In January of 2023, Andrew Fetterman joined the Berks Nature team as the organization’s first Vice President for Land and Conservation.
This role will focus primarily on overseeing the land, water, urban greening, and conservation programs Berks Nature implements across the county. To do so will require savvy both in relationship building, with individuals as well as organizational partners, and in matters of conservation and the environment. It is a challenge that Andrew is well-equipped to take on.
Andrew prides himself is his ability to both listen and connect with people of various backgrounds and origins. Navigating public and private partnerships was an integral part of his previous role as an environmental consultant, a position he held for 24 years. In his free time, Andrew also volunteers for various organizations including teaching hunter trapper education with the Pennsylvania Game Commission and painting songbird decoys for the bird conservation program at Willistown Conservation Trust.
In other words, Andrew has spent his career building relationships on common ground.
But Andrew is still an earth scientist and naturalist at heart. He boasts a Master of Arts in Earth Science Degree from the State University of New York, College of Oneonta and has been a Professional Geologist in Pennsylvania since 2002. Prior to his career in environmental consulting, Andrew studied freshwater mussel ecology in the St. Lawrence, upper-Delaware, and upper-Susquehanna River basins. It is from this unshakable foundation in environmental sciences that Andrew will lead Berks Nature’s conservation efforts.
Like so many members of the Berks Nature team, this work holds personal significance for Andrew. Born in Reading and raised in the Earl Hills of Berks County, Andrew now lives with his wife, Alison, and two children, Gus and Etta, in the Oley Hills.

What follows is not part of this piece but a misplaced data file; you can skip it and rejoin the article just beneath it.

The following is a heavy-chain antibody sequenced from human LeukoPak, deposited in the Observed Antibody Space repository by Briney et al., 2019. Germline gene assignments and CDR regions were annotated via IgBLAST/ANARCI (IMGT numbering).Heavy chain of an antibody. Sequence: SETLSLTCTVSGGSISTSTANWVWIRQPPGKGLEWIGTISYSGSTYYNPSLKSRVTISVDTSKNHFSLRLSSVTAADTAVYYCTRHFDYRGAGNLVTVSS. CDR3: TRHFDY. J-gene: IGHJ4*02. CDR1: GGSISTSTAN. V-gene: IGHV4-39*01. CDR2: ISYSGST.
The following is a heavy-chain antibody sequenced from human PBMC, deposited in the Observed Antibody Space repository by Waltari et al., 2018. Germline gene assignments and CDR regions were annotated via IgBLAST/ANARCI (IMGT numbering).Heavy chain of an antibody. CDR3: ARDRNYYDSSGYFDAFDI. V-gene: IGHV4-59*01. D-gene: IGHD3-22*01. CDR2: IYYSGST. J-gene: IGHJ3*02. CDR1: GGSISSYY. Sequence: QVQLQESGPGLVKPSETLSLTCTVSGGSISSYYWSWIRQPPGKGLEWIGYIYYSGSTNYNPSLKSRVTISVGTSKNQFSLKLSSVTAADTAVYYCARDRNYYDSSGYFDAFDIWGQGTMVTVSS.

Already, the Fetterman family models the conservation ethic that Berks Nature has been sowing in Berks County over the past 48 years. The Fettermans placed a conservation easement on their property in 2017, which not only protects their land but also obstructs development pressure seeking access to their neighbors.
It was this interest in and commitment to land protection that initially attracted Andrew to the VP for Land and Conservation position; he was impressed by Berks Nature’s proven track record of success protecting land from urban sprawl and over-development. But what Andrew is most excited for now, is working with the dynamic group of naturalists, educators, and defenders of the environment that make up the Berks Nature team.
“I want to work with people who share my interests in nature,” explains Andrew, “It is both energizing and humbling to be part of this team as I share a similar passion for the protection of land and freshwater ecosystems.”